Assembly definitions in Unity at a high level are just groups of C# scripts that can be compiled separately. One of these ‘groups’ are usually referred to as a library or a DLL (dynamic link library) .
When separating code into assemblies Unity is able to compile your edited code faster. This is achieved by only recompiling the assemblies that have been changed. Without using assemblies Unity has to recompile all scripts in the main assembly, for smaller projects this isn’t a big issue but when a project grows this will slow down editing scripts by a lot over time.
Furthermore when using assemblies you can manage your dependencies better seen as by default a new assembly doesn’t have any references to other code in the project except the code within the assembly.
Platform dependent assemblies
When using assemblies in Unity it’s possible to enable platform dependent compilation per assembly. This makes sure that when Unity is building for a specific platform only the assemblies will be compiled into the final build when it’s allowed to be used on the target platform. The image below gives an example of what an assembly definition looks like in Unity.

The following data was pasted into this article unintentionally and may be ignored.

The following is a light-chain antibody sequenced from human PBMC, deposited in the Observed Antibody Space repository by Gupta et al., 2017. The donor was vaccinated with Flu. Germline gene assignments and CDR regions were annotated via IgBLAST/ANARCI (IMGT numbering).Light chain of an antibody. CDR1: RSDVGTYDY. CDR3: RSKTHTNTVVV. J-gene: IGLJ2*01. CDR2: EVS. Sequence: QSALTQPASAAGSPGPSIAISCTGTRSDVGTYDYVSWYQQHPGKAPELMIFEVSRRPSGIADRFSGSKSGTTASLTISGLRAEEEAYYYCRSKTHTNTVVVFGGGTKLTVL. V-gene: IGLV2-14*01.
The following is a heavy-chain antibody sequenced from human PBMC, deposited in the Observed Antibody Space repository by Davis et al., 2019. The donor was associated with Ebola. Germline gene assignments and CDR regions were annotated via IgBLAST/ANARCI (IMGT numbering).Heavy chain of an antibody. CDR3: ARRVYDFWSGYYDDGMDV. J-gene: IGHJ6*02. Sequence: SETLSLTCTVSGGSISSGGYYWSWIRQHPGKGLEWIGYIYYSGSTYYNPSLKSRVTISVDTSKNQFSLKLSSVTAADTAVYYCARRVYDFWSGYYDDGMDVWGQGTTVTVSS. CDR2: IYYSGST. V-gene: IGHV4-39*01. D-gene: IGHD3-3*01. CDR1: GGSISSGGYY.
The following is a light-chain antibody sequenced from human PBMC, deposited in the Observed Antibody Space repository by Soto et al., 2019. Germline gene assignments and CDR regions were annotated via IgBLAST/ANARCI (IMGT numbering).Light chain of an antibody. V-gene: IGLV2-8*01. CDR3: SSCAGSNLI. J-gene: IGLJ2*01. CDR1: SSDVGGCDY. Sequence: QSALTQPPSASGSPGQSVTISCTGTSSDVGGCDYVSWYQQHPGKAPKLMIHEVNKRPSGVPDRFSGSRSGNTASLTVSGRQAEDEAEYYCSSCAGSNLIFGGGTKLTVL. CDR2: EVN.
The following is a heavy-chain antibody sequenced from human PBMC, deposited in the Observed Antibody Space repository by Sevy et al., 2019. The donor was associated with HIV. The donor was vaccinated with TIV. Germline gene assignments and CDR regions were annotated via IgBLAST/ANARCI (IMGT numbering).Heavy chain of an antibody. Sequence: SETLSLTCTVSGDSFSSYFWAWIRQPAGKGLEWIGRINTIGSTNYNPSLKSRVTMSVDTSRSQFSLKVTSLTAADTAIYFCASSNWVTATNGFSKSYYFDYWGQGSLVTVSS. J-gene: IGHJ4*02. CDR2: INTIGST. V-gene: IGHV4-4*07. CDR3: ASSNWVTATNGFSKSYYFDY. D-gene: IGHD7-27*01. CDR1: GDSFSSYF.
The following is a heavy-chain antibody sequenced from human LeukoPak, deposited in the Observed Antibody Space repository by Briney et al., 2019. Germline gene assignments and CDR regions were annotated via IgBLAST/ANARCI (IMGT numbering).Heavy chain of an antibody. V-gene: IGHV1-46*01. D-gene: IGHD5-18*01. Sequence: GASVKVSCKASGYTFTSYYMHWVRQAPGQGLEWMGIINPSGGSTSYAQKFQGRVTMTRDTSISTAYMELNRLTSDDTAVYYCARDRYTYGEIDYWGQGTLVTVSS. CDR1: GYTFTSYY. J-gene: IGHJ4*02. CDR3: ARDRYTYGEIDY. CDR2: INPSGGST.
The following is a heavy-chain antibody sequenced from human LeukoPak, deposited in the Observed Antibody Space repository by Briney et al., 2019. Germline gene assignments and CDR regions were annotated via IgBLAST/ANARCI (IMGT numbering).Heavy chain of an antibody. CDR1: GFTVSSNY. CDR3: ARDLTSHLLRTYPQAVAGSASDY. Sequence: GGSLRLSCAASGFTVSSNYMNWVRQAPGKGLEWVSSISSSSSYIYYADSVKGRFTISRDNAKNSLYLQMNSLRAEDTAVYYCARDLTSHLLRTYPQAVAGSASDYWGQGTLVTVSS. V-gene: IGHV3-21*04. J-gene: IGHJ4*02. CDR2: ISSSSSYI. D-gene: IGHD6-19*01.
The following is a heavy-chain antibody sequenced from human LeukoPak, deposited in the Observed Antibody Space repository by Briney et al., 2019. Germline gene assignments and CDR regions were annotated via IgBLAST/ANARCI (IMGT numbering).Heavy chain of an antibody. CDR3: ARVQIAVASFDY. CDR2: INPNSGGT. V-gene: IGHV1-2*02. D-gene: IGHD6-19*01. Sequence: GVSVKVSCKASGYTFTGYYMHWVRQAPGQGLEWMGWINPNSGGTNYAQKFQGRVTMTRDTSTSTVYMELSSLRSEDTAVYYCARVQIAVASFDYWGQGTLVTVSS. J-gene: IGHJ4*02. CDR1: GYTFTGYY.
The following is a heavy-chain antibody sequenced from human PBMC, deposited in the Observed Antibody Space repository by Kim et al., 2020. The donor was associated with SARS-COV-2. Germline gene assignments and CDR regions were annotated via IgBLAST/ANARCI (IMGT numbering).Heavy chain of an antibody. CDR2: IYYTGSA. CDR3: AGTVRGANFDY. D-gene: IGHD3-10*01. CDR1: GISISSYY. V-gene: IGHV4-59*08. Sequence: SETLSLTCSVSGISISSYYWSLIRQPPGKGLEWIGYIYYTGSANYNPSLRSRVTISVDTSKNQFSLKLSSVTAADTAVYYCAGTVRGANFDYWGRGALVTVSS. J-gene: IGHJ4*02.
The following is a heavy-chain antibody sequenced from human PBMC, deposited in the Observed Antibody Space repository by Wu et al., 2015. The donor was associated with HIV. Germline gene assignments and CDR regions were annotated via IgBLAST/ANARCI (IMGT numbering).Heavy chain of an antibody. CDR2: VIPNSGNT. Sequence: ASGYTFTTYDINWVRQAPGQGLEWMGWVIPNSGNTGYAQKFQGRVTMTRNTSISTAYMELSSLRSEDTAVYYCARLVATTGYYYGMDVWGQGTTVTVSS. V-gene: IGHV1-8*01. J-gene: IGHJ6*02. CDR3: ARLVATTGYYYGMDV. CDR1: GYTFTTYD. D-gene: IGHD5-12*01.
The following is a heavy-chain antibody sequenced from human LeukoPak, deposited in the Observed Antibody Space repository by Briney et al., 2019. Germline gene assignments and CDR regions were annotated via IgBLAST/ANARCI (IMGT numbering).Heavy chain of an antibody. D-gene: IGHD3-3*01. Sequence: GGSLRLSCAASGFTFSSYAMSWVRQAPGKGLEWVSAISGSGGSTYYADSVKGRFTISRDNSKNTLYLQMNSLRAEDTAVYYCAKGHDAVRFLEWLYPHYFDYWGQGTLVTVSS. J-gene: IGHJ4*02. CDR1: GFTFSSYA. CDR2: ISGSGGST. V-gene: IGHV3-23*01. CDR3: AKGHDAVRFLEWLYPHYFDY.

For more info on Unity’s assembly definitions you can look at the documentation here.
A disadvantage to using assemblies in Unity is the dependency management, when you want to reference some code from a different assembly you have to add it to the dependencies of you current assembly. If you’re not used to this workflow it can be quite challenging to get right.
Using assembly definitions in CP Social saved a lot of work by creating a workflow that would automatically manage assemblies per target platform. Even though it didn’t solve all issues around platform dependent compilation it was a good start. To solve the rest of the platform dependent compilation I had to use pre-processor directives.